- You want to start your cuts at the same point and finish at the same point on either side of the curved surface. If you made all your original measurement marks using the edge of your ruler, you should have straight lines of marks on either side of the curve of your work. If not, line all your carving lines up along the same beginning and ending line (an imaginary, or real line drawn to mark the middle of the round dowel or toothpick on either side)
- Hold your knife at the same angle to your work for every cut. - some people find it easier to make the stop cut and then the first angled cut and move up or down their work finishing both cuts on each mark before moving to the next mark. Some people find it easier to make all the stop cuts (so they can gauge the depth correctly) before beginning to make any angled cuts. Choose whichever method helps you be precise keeping the straight stop cut along all your marked angled lines, cutting to the same depth (about 1/32 inch deep, about the depth of the angled bevel on a scalpel blade)
Make a straight stop cut along every angled line you drew across your work.Continue to 6 of 12 below.
06 of 12
Making Angled Cuts - Carving the Sides of a Miniature Rope
The second and third cuts for each section of your carved rope moulding are angled cuts, one above the stop cut and down to meet it at it's base, and one below the stop cut and up to meet it at the base. I tend to make all my cuts down to the stop cut, then reverse my piece of work and make all my matching cuts down as well. Some people prefer to make a down angle cut, and then an up angle cut and move on to the next line.
Rope is slightly rounded, even when it is wrapped tightly around a surface. The angled cuts you make on either side of your stop cut will set the shape of your rope. Try to hold your blade at a matching angle for every angled cut you make. This is easiest if you cut all the angles in the same direction to the stop cut, one after the other, either up or down your length of carved moulding. For this fine moulding, keep the angle of your knife to a minimum and start with the top cut (above the stop cut) finishing your cut at the base of the stop so that you have a neat valley with no splinters.Continue to 7 of 12 below.
07 of 12
A Pin Vise Can Be Used To Hold Dowels or Toothpicks For Miniature Carvings.
If you have difficulty carving across a rounded surface clamped to a work bench, you may prefer to hold short lengths of fine dowel or toothpicks in a pin vise while you work on them. The pin vise will clamp the piece securely, and give you a better grip, further away from the section you are working on. This is only useful for short lengths of carving material, as small diameter dowels will flex too much to carve if you use longer sections.Continue to 8 of 12 below.
08 of 12
View of the Sequence of Cuts for a Carved Miniature Rope Moulding
The photo above shows the three cuts used to carve each segment of the miniature rope. The cuts on the left of the photo are the straight cuts. In the center section you can see where the first angled cuts have been made to the right of the stop cuts (straight cuts) and in the section farthest on the right you can see where an angled cut to the stop cut has been made above and below the stop cut.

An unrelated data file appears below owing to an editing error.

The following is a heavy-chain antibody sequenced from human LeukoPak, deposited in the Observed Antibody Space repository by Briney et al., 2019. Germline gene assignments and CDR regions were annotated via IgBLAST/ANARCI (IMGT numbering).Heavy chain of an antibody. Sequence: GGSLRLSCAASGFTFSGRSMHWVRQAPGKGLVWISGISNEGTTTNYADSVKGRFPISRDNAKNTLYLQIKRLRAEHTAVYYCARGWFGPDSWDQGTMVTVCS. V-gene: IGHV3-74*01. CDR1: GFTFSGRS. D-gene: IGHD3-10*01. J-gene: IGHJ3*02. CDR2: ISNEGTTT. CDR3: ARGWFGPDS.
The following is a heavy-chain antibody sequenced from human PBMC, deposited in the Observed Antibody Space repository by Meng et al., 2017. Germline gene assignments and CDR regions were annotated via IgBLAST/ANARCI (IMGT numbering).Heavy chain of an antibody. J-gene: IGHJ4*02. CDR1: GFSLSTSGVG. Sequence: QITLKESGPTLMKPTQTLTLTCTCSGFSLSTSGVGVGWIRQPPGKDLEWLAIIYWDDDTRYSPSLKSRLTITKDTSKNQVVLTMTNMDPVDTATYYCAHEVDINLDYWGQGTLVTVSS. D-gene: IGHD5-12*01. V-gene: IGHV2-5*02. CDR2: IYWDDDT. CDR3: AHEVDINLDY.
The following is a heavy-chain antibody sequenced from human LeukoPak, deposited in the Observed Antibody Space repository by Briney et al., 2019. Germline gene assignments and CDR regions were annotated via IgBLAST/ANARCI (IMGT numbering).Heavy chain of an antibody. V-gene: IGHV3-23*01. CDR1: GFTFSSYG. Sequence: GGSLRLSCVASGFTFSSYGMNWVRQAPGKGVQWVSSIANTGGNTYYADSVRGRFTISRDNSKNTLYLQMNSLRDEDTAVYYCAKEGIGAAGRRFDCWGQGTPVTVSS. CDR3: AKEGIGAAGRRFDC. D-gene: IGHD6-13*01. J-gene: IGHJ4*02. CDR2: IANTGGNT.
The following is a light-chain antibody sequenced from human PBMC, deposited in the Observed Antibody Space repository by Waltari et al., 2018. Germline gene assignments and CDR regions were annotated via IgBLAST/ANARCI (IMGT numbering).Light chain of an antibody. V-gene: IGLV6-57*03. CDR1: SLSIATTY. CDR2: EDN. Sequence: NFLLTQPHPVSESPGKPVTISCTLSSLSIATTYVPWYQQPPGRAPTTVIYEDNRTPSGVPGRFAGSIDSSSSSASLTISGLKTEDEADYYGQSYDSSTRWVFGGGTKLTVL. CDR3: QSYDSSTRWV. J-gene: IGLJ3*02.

When all three cuts have been made on each marked line of your carving, your piece is ready for finishing and sanding.Continue to 9 of 12 below.
09 of 12
Make a Simple Sanding Block To Finish Fine Line Carvings.
To finish your carved miniature rope moulding you need to round the segments of the rope, while keeping the carved valleys as narrow as possible. Depending on the scale of your carving you can use a single piece of fine sandpaper mounted on a strip of plastic, or a double sided strip mounted on a piece of plastic.
For the scale of my carving, I used a small strip of 160 grit sandpaper to round the top edges of each section of my rope. When that rough sanding was finished (see photo next page) I made a sanding strip by folding a piece of 600 grit sandpaper in half over a thin section of flexible plastic cut from the edge of a plastic package. This support allowed me to gently round off the edge of each of the rope sections, without widening the space between them at the base of my carved 'valley'.Continue to 10 of 12 below.
10 of 12
Avoid Oversanding Your Carved Miniature Rope Moulding
The photo above shows the stages in finishing the miniature rope moulding after carving. The object is to keep the carving lines as crisp as you can, while rounding the sections with sandpaper to make them the correct shape for rope.
As you can see in the photo above, the original carved molding has very little rounding of the sides of the segments. A 160 grit paper was used to round the side edges round to the top of the carving. A final finish was made using a 600 grit sandpaper to clean out the valleys and finish the surface of the moulding. Do not oversand the carved areas between the rope sections! If necessary you can remark the valley lines with a carving knife to keep the carved areas crisp.
When you have finished sanding your section of moulding, you can sand away the rest of the back of the dowel or toothpick with a sanding block to make a half round strip of moulding. I don't sand the moulding to its half round shape until I have finished carving it, as I find a rounded section of dowel is stiffer and less likely to break when carving. If you prefer, you can use a sharp blade to split your carving in half to make two sections of quarter round moulding after you have sanded away the back. You need a very sharp pointed blade (# 11 scalpel) to do this, with the carved section firmly clamped to a cutting surface.Continue to 11 of 12 below.
11 of 12
Use Your Miniature Rope Mouldings On Dollhouse Doors
Even toothpick length rope mouldings have a number of uses. You can easily miter small sections of mouldings to accent the panels on dolls house room doors, or cabinet doors. Here a half round section of moulding is shown temporarily sitting over the straight edge beneath it. You could miter sections like this in place around the panel and glue them down, or you can split the mouldings into fine quarter round sections and glue them to the inside edges of the upper casing holding the panels.Continue to 12 of 12 below.
12 of 12
Carve Rope Mouldings Along the Edge of Scale Furniture
Carved rope mouldings are a nice detail along the edge of stock miniature furniture. You can carve a moulding separately and glue it to the edge of the piece, or glue sections to uprights as decorations, or you can carve the rope on the edge of a piece of furniture.
Once you are satisfied with your rope carving skills, try rounding the edge of a flat board and carving a rope along the edge instead of around the curved edge of a toothpick. The technique is the same.
As you gain skills at using fine knife blades, you can create a stop line along the edge of your carved rope, and carve a line at 90 degrees to the stop line to set off the rope with a small flat decorative edge.
Experiment with this simple technique and you will find many ways to dress up ordinary miniatures.